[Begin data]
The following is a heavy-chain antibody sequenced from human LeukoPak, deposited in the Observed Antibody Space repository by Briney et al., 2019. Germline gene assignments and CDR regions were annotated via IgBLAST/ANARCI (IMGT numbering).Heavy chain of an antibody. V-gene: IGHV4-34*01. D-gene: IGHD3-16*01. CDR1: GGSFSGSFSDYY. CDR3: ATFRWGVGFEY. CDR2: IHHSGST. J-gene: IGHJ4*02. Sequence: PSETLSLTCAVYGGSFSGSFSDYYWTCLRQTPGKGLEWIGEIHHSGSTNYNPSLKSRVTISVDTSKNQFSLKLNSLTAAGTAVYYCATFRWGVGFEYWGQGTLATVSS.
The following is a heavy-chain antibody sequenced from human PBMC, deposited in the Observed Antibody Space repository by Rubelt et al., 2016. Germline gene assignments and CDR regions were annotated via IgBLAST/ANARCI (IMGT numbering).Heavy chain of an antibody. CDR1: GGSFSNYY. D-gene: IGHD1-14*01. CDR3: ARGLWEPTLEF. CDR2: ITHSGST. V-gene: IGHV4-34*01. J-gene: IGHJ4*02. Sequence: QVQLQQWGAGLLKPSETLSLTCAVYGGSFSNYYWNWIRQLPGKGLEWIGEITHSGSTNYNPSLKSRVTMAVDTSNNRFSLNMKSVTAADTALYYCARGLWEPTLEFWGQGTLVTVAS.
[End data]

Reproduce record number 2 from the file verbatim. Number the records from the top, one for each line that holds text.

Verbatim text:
The following is a heavy-chain antibody sequenced from human PBMC, deposited in the Observed Antibody Space repository by Rubelt et al., 2016. Germline gene assignments and CDR regions were annotated via IgBLAST/ANARCI (IMGT numbering).Heavy chain of an antibody. CDR1: GGSFSNYY. D-gene: IGHD1-14*01. CDR3: ARGLWEPTLEF. CDR2: ITHSGST. V-gene: IGHV4-34*01. J-gene: IGHJ4*02. Sequence: QVQLQQWGAGLLKPSETLSLTCAVYGGSFSNYYWNWIRQLPGKGLEWIGEITHSGSTNYNPSLKSRVTMAVDTSNNRFSLNMKSVTAADTALYYCARGLWEPTLEFWGQGTLVTVAS.